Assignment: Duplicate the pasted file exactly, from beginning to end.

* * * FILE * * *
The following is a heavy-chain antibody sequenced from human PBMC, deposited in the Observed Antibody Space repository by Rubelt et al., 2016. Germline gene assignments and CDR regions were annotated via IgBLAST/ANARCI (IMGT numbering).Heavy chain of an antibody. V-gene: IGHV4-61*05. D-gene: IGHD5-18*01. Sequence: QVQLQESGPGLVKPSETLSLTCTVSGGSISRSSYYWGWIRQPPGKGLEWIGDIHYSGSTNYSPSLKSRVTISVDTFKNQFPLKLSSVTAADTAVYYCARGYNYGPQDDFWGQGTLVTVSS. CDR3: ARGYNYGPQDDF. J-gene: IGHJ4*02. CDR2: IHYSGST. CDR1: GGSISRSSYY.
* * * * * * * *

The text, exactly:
The following is a heavy-chain antibody sequenced from human PBMC, deposited in the Observed Antibody Space repository by Rubelt et al., 2016. Germline gene assignments and CDR regions were annotated via IgBLAST/ANARCI (IMGT numbering).Heavy chain of an antibody. V-gene: IGHV4-61*05. D-gene: IGHD5-18*01. Sequence: QVQLQESGPGLVKPSETLSLTCTVSGGSISRSSYYWGWIRQPPGKGLEWIGDIHYSGSTNYSPSLKSRVTISVDTFKNQFPLKLSSVTAADTAVYYCARGYNYGPQDDFWGQGTLVTVSS. CDR3: ARGYNYGPQDDF. J-gene: IGHJ4*02. CDR2: IHYSGST. CDR1: GGSISRSSYY.